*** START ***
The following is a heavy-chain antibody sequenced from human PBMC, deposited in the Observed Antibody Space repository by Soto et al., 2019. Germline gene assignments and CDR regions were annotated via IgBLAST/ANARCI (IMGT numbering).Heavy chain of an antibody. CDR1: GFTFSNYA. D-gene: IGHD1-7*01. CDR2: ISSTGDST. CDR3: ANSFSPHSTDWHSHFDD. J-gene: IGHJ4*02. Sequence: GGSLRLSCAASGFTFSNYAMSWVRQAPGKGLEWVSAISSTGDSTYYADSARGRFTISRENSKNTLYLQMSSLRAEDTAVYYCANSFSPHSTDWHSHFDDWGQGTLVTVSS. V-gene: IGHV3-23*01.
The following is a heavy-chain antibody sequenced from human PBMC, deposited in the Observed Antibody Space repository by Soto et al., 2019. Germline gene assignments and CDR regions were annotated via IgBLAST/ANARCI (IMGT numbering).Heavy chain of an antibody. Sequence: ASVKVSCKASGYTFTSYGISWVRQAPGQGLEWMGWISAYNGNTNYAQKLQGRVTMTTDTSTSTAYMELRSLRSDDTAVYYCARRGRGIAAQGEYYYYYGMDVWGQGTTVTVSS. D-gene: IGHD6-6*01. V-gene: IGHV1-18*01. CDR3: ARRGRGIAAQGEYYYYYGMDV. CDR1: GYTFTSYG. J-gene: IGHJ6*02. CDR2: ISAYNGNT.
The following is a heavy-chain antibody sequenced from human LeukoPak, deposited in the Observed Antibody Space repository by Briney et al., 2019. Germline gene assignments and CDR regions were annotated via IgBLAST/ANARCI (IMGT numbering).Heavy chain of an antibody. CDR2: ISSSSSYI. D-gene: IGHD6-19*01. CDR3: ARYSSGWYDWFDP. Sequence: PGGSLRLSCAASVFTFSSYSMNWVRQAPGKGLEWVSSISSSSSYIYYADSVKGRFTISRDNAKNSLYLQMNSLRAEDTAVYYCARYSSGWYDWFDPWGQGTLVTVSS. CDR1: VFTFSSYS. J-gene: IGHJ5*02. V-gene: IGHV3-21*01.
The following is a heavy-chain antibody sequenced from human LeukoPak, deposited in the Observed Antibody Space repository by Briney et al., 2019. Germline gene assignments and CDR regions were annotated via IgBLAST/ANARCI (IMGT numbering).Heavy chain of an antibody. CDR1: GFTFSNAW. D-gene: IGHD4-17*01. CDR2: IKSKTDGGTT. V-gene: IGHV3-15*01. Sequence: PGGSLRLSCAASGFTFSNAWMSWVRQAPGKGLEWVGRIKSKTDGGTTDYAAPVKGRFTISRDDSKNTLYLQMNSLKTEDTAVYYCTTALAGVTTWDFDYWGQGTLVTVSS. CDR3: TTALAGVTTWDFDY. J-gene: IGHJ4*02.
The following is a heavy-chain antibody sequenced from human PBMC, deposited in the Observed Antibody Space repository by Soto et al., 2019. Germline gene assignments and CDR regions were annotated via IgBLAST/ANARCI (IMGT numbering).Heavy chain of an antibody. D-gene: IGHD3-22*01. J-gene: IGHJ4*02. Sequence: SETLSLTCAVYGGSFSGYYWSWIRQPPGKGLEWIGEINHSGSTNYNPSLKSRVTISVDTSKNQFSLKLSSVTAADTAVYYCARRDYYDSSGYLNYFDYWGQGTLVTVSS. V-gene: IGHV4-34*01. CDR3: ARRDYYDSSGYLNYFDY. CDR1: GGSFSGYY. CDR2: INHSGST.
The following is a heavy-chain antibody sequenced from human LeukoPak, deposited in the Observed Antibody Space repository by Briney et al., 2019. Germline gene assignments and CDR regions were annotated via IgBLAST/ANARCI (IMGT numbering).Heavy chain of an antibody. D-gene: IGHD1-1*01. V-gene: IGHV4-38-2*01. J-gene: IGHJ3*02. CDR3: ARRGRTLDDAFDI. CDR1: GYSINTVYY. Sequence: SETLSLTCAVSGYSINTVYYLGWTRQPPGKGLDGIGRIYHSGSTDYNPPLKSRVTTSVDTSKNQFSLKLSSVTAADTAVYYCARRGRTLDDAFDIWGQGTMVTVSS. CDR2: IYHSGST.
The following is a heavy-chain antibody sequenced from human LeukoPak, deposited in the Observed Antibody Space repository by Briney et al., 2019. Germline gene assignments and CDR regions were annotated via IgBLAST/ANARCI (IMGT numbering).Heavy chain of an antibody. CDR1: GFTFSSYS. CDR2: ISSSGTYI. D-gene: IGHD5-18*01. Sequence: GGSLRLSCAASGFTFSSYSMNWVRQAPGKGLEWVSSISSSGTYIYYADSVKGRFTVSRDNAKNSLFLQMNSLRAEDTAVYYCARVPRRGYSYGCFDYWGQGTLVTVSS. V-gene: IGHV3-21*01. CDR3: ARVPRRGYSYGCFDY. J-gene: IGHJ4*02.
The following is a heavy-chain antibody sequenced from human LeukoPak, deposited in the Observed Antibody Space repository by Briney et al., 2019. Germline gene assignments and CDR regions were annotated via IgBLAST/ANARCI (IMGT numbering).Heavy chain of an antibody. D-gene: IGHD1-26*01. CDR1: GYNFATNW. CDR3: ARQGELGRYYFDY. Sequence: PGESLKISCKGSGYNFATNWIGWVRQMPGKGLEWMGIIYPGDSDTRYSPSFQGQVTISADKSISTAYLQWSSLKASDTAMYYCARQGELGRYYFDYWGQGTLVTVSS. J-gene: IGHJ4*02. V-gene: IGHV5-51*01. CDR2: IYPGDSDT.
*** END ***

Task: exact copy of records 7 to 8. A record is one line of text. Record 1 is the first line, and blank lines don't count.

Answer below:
The following is a heavy-chain antibody sequenced from human LeukoPak, deposited in the Observed Antibody Space repository by Briney et al., 2019. Germline gene assignments and CDR regions were annotated via IgBLAST/ANARCI (IMGT numbering).Heavy chain of an antibody. CDR1: GFTFSSYS. CDR2: ISSSGTYI. D-gene: IGHD5-18*01. Sequence: GGSLRLSCAASGFTFSSYSMNWVRQAPGKGLEWVSSISSSGTYIYYADSVKGRFTVSRDNAKNSLFLQMNSLRAEDTAVYYCARVPRRGYSYGCFDYWGQGTLVTVSS. V-gene: IGHV3-21*01. CDR3: ARVPRRGYSYGCFDY. J-gene: IGHJ4*02.
The following is a heavy-chain antibody sequenced from human LeukoPak, deposited in the Observed Antibody Space repository by Briney et al., 2019. Germline gene assignments and CDR regions were annotated via IgBLAST/ANARCI (IMGT numbering).Heavy chain of an antibody. D-gene: IGHD1-26*01. CDR1: GYNFATNW. CDR3: ARQGELGRYYFDY. Sequence: PGESLKISCKGSGYNFATNWIGWVRQMPGKGLEWMGIIYPGDSDTRYSPSFQGQVTISADKSISTAYLQWSSLKASDTAMYYCARQGELGRYYFDYWGQGTLVTVSS. J-gene: IGHJ4*02. V-gene: IGHV5-51*01. CDR2: IYPGDSDT.